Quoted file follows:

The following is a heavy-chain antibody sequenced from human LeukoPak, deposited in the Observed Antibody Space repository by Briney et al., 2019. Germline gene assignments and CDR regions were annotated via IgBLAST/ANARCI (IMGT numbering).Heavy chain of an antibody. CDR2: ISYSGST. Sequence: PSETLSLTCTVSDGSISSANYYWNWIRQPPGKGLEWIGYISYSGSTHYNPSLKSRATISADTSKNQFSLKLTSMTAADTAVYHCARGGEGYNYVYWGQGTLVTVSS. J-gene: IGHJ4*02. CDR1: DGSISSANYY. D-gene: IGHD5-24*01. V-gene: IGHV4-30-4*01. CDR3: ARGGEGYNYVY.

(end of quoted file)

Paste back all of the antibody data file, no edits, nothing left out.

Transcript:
The following is a heavy-chain antibody sequenced from human LeukoPak, deposited in the Observed Antibody Space repository by Briney et al., 2019. Germline gene assignments and CDR regions were annotated via IgBLAST/ANARCI (IMGT numbering).Heavy chain of an antibody. CDR2: ISYSGST. Sequence: PSETLSLTCTVSDGSISSANYYWNWIRQPPGKGLEWIGYISYSGSTHYNPSLKSRATISADTSKNQFSLKLTSMTAADTAVYHCARGGEGYNYVYWGQGTLVTVSS. J-gene: IGHJ4*02. CDR1: DGSISSANYY. D-gene: IGHD5-24*01. V-gene: IGHV4-30-4*01. CDR3: ARGGEGYNYVY.